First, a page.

2. AWM purchased large quantities of wool and before the subsidiary plan ended, its stock pile exceeded the government's prescribed limitation.

3. The company was required to repay the subsidy paid on that excess.

4. Held, no contract, the subsidiary plan was not an offer.

1. The vendor made an advertisement saying $100 reward would be paid to any person who contacted influenza after taking the ball three times daily for two weeks.

2. A further representation that "$1000 is deposited with the Alliance Bank".

3. The plaintiff took the medicine according to the prescription and caught influenza.

4. The plaintiff was entitled to recovery. Puff cf a valid offer; offer to the world at large; dispense with the notice of acceptance.

Thorn v Shoe Lane Parking Ltd (1971)

* In a self-serving ticket case, the offer is made when the proprietor of the machine holds it out as being ready to receive the money.The acceptance takes place when the customer puts his money into the slot.

* The terms of the offer are contained in the notice placed on or near the machine stating what is offered for the money. The customer is bound by those terms as long as they are sufficiently brought to his notice beforehand, but no otherwise. He is not bound by the terms printed on the ticket if they differ from the notice, because the ticket comes too late.

* Unless a course of dealing is proved between the parties, the notice must be given prior to or contemporaneously with entry into the contract. Government policy vs offer Australian Wollen Mills v Commonwealth (1954) Intention to be bound The presence of a request does not however in itself establish a contract. In order to establish a contract, it should made to appear that the statement or announcement which is relied on as a promise was really offered as consideration for the doing of the act, and that the act was really done in consideration of a potential promise inherent in the statement or announcement. Consideration to the offer:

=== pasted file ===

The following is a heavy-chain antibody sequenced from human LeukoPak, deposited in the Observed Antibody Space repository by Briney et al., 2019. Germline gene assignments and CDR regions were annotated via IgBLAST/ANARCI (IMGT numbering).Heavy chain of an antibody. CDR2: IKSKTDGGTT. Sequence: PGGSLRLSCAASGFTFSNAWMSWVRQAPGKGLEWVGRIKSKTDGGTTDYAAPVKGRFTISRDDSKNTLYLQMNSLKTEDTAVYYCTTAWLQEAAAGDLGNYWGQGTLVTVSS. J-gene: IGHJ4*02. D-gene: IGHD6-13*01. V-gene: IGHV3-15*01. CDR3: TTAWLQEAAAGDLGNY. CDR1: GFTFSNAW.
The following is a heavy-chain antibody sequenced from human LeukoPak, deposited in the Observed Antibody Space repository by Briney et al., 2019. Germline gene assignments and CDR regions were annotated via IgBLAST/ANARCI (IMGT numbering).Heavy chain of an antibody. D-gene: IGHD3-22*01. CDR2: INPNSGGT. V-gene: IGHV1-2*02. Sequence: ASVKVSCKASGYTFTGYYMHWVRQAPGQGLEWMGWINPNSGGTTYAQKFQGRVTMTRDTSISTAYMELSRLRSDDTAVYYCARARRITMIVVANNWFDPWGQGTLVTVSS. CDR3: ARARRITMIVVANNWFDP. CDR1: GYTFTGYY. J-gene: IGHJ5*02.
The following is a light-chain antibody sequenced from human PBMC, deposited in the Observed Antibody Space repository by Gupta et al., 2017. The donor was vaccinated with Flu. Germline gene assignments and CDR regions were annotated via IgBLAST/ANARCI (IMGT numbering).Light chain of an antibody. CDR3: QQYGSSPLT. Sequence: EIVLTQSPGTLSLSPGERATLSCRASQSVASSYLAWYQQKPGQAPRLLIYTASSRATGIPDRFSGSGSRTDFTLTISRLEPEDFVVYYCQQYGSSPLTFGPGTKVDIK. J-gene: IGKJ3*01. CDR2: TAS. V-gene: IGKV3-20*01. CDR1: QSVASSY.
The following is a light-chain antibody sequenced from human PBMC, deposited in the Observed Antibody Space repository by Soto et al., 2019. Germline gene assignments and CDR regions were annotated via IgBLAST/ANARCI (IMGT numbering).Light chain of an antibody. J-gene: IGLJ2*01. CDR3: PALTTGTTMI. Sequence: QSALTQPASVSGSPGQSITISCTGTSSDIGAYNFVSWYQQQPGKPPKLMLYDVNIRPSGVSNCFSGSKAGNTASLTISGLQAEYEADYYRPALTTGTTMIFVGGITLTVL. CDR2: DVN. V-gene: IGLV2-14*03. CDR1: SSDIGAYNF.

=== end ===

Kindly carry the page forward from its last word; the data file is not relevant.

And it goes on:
* A contract only exists if the unilateral statement is really offered as condition for doing the act, and that the act was really done in consideration of a potential promise inherent in the statement. In this case, no promise was made by the Commonwealth.

* Commonwealth never induced Mills to buy the wool, only that if they bought domestic wool, a subsidy would be paid. This amounts to a gift subject to a conditional precedent.

* Since there was no offer, Mills could not have accepted, and its acts could not count as consideration for the alleged promise to pay the money. Offer vs Puff Puff consists of all those statements which, while made to induce contracts, are so clearly far-fetched or exaggerated that no reasonable person would believe them to be binding statement of fact on which they should rely. Consequently, such statement, although they may induce a contract, are not binding on the party making them and do not give the other party any grounds on which to seek a remedy. Offer to the world at large Carlill v Carbolic Smoke Ball [1893]

* The contract is made with that limited portion of the public who come forward and perform the condition on the faith of the advertisement.

* The person who makes the offer may dispense with notice to himself if he thinks it desirable to do so, and if the person making the offer, expressly or impliedly intimates in his offer that it will be sufficient to act on the proposal without communicating acceptance of it to him, performance of the condition is a sufficient acceptance without notification.